Variations in the health status of urban populations in Roman Britain: a comparison of skeletal samples from major and minor towns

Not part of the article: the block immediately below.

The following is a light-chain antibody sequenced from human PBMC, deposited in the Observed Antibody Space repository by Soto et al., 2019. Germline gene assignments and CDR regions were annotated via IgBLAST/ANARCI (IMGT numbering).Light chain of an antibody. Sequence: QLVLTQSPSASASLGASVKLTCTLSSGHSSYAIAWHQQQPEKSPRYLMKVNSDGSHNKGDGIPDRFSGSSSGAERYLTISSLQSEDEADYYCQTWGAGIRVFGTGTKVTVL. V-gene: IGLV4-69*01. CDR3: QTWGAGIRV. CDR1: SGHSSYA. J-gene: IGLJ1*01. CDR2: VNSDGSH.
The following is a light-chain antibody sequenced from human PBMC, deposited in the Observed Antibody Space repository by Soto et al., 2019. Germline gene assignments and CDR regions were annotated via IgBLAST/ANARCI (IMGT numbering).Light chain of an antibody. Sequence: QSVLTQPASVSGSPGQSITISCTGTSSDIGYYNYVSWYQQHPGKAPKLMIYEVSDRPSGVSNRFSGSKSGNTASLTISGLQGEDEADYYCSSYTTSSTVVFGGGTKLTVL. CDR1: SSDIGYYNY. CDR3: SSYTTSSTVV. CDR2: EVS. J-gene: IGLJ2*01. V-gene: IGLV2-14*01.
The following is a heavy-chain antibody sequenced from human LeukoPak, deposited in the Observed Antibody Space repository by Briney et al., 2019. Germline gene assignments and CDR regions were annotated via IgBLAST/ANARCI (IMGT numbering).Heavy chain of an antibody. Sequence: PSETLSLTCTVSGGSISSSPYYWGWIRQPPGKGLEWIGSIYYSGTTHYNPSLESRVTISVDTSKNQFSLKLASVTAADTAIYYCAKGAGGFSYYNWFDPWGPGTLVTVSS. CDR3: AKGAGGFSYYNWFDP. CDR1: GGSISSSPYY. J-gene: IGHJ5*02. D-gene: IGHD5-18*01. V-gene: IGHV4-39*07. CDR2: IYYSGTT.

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Romano-British towns are conventionally divided into those that possessed administrative powers (the major or ‘public’ towns) and those that did not (the minor or ‘small towns’). Public towns and small towns differed in terms of size and socioeconomic status, with the latter sometimes characterised as semi-rural rather than truly urban. Hitherto, research into the differing nature of the communities at public and small towns has focused primarily on variations in settlement morphology, architecture and material culture. This study provides a new perspective on the issue by examining osteological indicators of lifestyle and health in skeletal samples from these two categories of site. Roman populations from the small town of Ancaster, Lincs (N=271) and the public town of Winchester, Hants (N=330) dating to c. AD 200-410 were analysed using standard osteological methods. Data on age-at-death, growth and stature, and skeletal and dental pathology were recorded and compared using a range of statistical tests to identify potential differences. Additionally, published data for contemporaneous populations were collated for comparison. A biocultural approach was used to contextualise the data with reference to archaeological and historical evidence. Some differences in demography were observed, but were probably the result of sample biases. No marked differences in growth or stature were observed. Pathology prevalence rates were comparable for many conditions. However, higher rates of joint disease at Ancaster, and differences in the pattern of long bone trauma may point to the Ancaster population having experienced a more agrarian lifestyle, engaging in more frequent and/or extended periods of heavy labour. In contrast, there was more evidence for violent trauma at Winchester, and the frequencies of three non-specific indicators of ill health (cribra orbitalia, porotic hyperostosis and dental enamel hypoplasia) and scurvy were higher. This suggests that people at Winchester experienced greater levels of social, dietary and environmental stress, perhaps reflecting a larger, more heterogeneous population. Dental health status was generally poorer at Ancaster, which may be due to differences in diet, oral hygiene and/or other non-dietary factors. Published data for other populations broadly support the study conclusions, although comparisons were limited by incompatibilities in methodology and data presentation. Overall, the findings corroborate existing perspectives on the socio-economic characters of public and small towns, but differences were not pronounced. The significance of the findings is discussed in relation to the nature of settlement and society in Roman Britain.